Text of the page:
Unfortunately, this is not my typical race report. Today, I attempted my first ultra - the War Eagle 50k trail run at Hobbs State Park-Conservation Area. And today, I had my first DNF - Did Not Finish.
I'm frustrated. I'm embarrassed. I'm disappointed.
The first questionable choice in preparation for today's 50k was to keep running last Saturday even after I rolled my ankle to the point that my ankle bone touched the sidewalk. I've walked off a thousand similar injuries; six miles later, though, I finally threw in the towel. Good thing I have awesome friends, one of whom came back to pick me up at the park in his car. Post-run, post-Epsom salt soak, post-ice, I thought: maybe it won't be too bad:
Sunday morning, though, the jig was up: I had a straight CANKLE.
As the week went on it got better each day, and I stayed optimistic about my ability to do the 50k. Not only was it my first attempt at an ultra, I had already paid the $75 entry fee. Come on, people - you can't just let that go.
I ran Thursday, just 3 miles, to see how it felt. A friend taped me up with K tape, and I thought I was going to be okay.
Friday morning it felt great, seemingly no negative impact from the previous day's run:
By Friday after work, though, I could tell I'd had a setback. I began to question the wisdom of running on Saturday. It didn't help that severe storms (including possible tornados) were forecasted for the area. On the other hand, it also doesn't help that I'm a sucker for peer pressure. So this morning, I got up, got dressed, and headed out the door to do my best.
If it hadn't been for my friend Jeff, there's no way I would have been able to muster the courage and grit to make the attempt. We met up at the parking lot and planned to stay together on the run. He did it last year and was familiar with the trail, so I figured that would help me avoid the worst spots. I needed to get my ankle taped, so naturally, I had world famous photographer Luis Escobar do it for me. Who else?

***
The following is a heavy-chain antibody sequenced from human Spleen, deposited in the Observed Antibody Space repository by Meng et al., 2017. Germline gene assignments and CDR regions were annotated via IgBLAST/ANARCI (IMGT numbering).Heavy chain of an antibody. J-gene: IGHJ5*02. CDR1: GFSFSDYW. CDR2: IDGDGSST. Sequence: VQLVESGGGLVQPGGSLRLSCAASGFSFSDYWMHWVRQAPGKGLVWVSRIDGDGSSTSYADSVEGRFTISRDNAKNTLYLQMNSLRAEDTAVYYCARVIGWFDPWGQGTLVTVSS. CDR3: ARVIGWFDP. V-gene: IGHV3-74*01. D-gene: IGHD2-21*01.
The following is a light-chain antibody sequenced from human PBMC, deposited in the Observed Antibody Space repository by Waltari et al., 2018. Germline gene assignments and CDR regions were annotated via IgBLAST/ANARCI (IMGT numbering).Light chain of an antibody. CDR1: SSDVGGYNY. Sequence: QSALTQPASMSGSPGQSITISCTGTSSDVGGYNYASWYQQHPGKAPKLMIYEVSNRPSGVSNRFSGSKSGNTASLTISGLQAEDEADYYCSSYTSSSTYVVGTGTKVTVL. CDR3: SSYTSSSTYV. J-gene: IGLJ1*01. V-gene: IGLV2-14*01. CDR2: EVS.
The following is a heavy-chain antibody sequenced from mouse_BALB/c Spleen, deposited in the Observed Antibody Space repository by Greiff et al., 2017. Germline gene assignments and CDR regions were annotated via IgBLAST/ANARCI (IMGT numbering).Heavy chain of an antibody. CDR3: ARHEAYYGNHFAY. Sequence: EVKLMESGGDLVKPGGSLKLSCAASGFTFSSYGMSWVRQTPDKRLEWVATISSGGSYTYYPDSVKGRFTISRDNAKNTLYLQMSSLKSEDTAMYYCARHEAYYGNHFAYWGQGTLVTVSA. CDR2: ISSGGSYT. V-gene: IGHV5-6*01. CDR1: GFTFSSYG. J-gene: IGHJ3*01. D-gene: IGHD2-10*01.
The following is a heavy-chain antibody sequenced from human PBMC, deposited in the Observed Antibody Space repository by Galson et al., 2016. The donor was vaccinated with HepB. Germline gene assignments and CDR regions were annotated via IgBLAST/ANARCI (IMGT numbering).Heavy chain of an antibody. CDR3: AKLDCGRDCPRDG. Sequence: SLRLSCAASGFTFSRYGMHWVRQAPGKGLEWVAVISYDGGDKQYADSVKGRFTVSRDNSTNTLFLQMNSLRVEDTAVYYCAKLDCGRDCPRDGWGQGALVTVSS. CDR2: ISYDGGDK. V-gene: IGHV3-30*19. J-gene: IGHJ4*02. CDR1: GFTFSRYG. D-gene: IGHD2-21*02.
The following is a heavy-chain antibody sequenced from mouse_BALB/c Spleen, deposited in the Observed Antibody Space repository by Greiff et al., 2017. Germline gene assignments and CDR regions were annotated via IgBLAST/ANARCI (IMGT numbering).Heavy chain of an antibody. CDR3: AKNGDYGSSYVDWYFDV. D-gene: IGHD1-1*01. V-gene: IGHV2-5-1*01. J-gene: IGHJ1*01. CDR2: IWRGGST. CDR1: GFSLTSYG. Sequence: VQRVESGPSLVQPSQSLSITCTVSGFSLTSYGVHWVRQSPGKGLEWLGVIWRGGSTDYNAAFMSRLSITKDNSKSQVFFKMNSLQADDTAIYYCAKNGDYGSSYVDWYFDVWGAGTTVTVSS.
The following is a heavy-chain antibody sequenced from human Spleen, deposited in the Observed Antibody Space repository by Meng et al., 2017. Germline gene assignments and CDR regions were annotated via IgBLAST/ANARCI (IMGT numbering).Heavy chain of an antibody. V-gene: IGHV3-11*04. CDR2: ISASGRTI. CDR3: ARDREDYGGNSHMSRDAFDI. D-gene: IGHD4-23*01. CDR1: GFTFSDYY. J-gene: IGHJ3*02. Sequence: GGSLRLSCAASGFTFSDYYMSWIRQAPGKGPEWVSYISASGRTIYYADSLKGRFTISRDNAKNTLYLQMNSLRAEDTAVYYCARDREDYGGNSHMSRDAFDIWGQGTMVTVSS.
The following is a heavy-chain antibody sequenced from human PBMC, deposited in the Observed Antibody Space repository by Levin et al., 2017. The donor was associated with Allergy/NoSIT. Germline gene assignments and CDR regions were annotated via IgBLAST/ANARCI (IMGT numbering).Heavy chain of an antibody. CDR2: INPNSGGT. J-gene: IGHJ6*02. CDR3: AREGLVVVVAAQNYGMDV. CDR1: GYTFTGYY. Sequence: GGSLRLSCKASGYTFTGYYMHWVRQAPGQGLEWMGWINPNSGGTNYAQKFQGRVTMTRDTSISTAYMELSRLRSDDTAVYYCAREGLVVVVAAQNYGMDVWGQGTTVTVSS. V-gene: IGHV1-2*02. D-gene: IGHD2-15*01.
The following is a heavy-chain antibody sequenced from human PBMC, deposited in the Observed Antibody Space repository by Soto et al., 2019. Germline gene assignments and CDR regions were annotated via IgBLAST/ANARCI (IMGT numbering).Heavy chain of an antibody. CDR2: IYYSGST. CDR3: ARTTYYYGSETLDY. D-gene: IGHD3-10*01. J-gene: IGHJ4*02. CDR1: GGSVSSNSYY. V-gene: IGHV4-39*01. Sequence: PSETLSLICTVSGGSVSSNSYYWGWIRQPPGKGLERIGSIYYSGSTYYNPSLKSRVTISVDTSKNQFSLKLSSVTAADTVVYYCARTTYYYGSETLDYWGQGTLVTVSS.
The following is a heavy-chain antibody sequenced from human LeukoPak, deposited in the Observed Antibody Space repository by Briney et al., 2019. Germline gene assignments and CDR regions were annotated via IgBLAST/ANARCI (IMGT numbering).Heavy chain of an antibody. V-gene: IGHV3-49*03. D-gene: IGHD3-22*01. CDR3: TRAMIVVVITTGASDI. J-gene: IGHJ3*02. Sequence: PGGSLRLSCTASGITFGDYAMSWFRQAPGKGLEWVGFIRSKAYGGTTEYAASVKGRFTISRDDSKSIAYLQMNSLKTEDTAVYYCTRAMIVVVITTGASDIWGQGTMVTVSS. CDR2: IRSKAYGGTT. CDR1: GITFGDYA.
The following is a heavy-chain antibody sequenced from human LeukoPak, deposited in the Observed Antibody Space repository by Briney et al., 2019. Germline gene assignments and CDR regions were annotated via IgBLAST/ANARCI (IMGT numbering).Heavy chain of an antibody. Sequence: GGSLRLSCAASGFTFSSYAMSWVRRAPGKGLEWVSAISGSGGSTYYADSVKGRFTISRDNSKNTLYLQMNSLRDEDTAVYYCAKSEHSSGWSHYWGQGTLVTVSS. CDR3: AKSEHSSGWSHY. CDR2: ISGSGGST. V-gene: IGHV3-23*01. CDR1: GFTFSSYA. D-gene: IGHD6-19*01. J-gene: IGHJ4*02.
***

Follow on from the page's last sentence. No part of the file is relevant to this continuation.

I don't think the gift shop lady was too keen about me sitting on her counter. But we were quick. One picture inside, then time to hit the trail.
I could tell pretty much in the first two miles it was going to be a rough day. I essentially had to walk the downhills - and since I assumed I would have to walk a lot of the uphills, too, things weren't looking too good. The trails at Hobbs are amazing, but they're still trails, and still have rocks and roots and uneven footing. Right around mile 7, I did it again - stepped on a rock, rolled the ankle pretty badly. That was it - I knew I would be walking to the next aid station for a ride back to the finish.
In those seven miles, though, I totally got why people love trail running. It was raining, but it really wasn't that bad under the canopy of the trees. It was muddy, but that made it more of an adventure. The quiet and solitude of a trail run are so different from the crush of the crowd in a huge traditional marathon. The runners come equipped with Camelbaks, and the aid stations have pretzels, gummy bears, and Coke. The challenge of the path sharpens your focus; makes you pay strict attention to your steps; requires that you demand more of the amazing machine that is the human body.
I got an idea of the difference in the mindset needed for a trail run, as well as for an ultra. You can't halfway mentally commit to a 50k. You're either in or you're out - there is no halfhearted effort. I think that's why I'm convinced I'm well suited for the ultra distances. I'm all in - or I'm not in at all.
Admitting defeat and accepting my first DNF feels terrible. I crow so much about my running, I was embarrassed to report my inability to suck it up and drive on. But that's when I realized, for maybe the thousandth time, how special the community of runners is. I was brought to tears by a dear friend who posted these for me on Facebook:
"...who at the best knows in the end the triumph of high achievement, and who at the worst, if he fails, at least fails while daring greatly, so that his place shall never be with those cold and timid souls who neither know victory nor defeat." -- Teddy Roosevelt
"Far better it is to dare mighty things, to win glorious triumphs, even though checkered by failure, than to take rank with those poor spirits who neither enjoy much nor suffer much, because they live in the gray twilight that knows neither victory nor defeat." -- Teddy Roosevelt
I'll try again next year. For now, I'll mope a little bit, nurse my ego a little bit, and spend the next week providing embarrassed explanations to co-workers and friends. But something like a sprained ankle isn't enough to keep me on the sidelines.
Time to hit the pool. With a vengeance.